9. Germain Grisez and John Finnis, “The Basic Principles of Natural Law: A Reply to Ralph Mclnerny,” American Journal of Jurisprudence 26 (1981): 21-31. This article will be cited hereafter as G/F.
  10. G/F, 26.
  11. G/F, 27.
  12. McInerny has made no public response to G/F and has republished McI unchanged in his book Ethica Thomistica (CUA Press, 1982). The present writer can only speculate, therefore, as to how Mclnemy thinks he can answer these and other arguments from GIF.
  13. G/F, 26-27. For the doctrine of Vatican II, the authors cite Gaudium et spes, sections 38-39. For the allusion to some ideas of Grisez, they cite his article, “Man, the Natural End of’ in the New Catholic Encyclopedia, vol. 9 (1967), 137-138.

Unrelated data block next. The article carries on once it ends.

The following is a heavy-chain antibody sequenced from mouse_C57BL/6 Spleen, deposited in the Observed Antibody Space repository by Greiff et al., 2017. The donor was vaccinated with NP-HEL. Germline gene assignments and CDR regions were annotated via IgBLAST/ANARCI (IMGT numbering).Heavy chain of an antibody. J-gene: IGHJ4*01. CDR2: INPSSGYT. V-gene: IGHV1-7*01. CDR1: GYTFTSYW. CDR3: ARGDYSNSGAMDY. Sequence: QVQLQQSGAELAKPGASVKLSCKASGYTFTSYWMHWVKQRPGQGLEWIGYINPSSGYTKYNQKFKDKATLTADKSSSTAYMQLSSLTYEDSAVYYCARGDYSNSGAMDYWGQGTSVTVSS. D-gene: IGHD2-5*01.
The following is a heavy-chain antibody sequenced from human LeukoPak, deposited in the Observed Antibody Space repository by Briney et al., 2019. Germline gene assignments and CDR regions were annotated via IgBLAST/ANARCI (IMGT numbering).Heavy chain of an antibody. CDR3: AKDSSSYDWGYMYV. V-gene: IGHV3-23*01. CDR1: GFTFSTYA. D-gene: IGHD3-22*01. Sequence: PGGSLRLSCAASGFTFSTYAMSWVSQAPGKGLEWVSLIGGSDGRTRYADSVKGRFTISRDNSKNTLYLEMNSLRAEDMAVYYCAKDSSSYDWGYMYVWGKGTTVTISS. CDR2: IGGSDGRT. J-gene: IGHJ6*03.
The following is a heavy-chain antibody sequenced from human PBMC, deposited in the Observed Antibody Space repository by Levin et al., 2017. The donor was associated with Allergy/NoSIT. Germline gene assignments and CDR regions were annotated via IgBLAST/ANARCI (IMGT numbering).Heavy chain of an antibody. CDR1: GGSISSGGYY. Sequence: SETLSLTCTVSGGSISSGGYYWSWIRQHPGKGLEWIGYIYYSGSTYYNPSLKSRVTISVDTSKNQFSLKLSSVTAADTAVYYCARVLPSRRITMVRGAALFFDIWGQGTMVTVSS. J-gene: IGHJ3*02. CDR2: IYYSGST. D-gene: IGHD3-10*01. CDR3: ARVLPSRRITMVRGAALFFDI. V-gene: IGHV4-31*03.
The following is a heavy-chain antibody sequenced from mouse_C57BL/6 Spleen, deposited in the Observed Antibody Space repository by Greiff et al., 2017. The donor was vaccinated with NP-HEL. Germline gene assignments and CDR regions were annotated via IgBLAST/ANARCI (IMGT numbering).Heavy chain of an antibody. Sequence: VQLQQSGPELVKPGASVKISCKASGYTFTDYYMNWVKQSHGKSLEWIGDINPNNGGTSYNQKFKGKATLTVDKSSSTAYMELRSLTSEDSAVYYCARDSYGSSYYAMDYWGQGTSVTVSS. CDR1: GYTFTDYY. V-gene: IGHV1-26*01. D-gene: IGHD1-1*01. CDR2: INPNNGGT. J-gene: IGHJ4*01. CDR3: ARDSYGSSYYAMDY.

14. 1-2 q. 1 preface, and articles 4-7, etc.
  15. SCG 3, c. 25, arg. 2; Compendium theologiae c. 103; Quodlibet 8, a. 19; 1-2 q. 3, a. 2; 3 q. 7, a. 1, etc.
  16. 1 q. 1, a. 1; 1-2 q. 3, a. 8, etc.
  17. The operatio of understanding is not willed in every human undertaking, and so the second sense is distinct from the first. Likewise, the supernatural Visio Dei is not willed in every human undertaking (though perhaps it should be willed in every choice of a Christian), and so the third sense is distinct from the first. Finally, the third sense is distinct from the second (even if, as some think, it includes the second) because the eschatological Visio includes various supernatural arrangements which support, circumstance, and transform the human operation of understanding. Hence even if that operation is an object of natural desire (the desiderium naturale videndi Deum was explained by St. Thomas as a desire to understand the deepest why of things), it does not follow (pace Lubac and Gilson) that the supernatural Visio is an object of natural desire.